"In the #MeToo era, which began in its current mainstream iteration in 2017, one might expect Così fan tutte to be among the many operas up for reevaluation. However, conventional productions still tend to present Così as a lighthearted romp, without addressing the troubling instances of coercion and misogyny.... What if we placed the opera's libretto in conversation with contemporary eighteenth-century views on women's sexuality and consent? Might we discover resonances within the text itself that give us a glimpse beyond the seductive veil of Mozart's score?"
"I hear a lot of institutions claiming to be safe spaces, and I see an awful lot of rainbow stickers and trans flags hung on walls and in windows. And yet, I encounter very few organizations that have actually done the work to make their spaces truly safe for queer, and in particular trans, people. So many places that claim to be queer- and trans-affirming still present barriers such as gendered washrooms and dressing rooms, a lack of understanding of gender-neutral language and pronouns, and even ignorant and transphobic personnel, volunteers, and donors. So how can we make our spaces safe? The answer is that we can’t, or at least not perfectly—not as long as human beings are fallible and limited and capable of harm, which we all are."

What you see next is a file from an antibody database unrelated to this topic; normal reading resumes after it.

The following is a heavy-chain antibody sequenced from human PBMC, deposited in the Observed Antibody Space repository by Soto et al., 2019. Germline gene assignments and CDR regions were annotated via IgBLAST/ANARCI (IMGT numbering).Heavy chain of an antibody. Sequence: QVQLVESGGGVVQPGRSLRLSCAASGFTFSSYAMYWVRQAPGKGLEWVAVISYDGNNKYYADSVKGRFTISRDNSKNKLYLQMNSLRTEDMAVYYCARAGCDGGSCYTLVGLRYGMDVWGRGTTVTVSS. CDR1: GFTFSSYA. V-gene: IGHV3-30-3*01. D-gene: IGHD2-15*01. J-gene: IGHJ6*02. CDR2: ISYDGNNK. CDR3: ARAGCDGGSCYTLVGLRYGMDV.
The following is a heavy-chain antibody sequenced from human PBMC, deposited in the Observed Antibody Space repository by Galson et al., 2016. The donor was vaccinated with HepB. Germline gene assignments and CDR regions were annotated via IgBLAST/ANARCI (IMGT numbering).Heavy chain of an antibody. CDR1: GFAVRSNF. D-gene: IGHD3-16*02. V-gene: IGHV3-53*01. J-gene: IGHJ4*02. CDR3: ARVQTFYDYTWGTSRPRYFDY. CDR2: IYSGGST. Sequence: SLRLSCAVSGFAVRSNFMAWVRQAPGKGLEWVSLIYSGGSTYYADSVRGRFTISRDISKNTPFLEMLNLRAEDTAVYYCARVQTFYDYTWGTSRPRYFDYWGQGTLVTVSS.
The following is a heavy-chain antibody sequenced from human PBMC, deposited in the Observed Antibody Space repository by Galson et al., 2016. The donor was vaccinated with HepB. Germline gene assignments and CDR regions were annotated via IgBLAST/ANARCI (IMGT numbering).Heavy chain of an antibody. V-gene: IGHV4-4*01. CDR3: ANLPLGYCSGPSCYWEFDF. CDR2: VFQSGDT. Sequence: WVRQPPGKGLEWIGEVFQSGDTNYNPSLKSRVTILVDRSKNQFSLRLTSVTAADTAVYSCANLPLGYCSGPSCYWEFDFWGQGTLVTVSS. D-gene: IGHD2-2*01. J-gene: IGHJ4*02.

"While arts organisations are trying to include more transgender narratives, making sure that they are told in responsible ways is paramount. This is particularly crucial because there has been a long tradition of transgender stories being told by cisgender writers and actors, for example, Jared Leto in Dallas Buyers Club or Eddie Redmayne in The Danish Girl, which can skew the focus of the narrative.
'Transgender people have the answers to transgender problems,' states Goforth. 'If you’re someone who wants to help, the best thing you can do is seek out and amplify the voices of transgender people.'"
"In the opera industry there’s a saying: “take the note.” It was drilled into me as a student. Basically, it means that as a performer it’s my job to nod and smile whenever a director or conductor offers me instructions or feedback. After all, I’m supposed to be grateful for the opportunity to work in my field, so I can’t ever risk talking back or disagreeing. As you might imagine, this makes for a pervasive culture of silence—eyes meeting uncomfortably across rehearsal rooms, hoping that someone will speak up while knowing that nobody will... I’ve decided I would like to throw the phrase “take the note” directly into the trash. Or rather, maybe I’d like to throw it back to the people in power who have benefitted from this culture of silence. It’s time that classical music institutions learn to “take the note” and receive feedback from marginalized artists."
Video by Rachel Wallis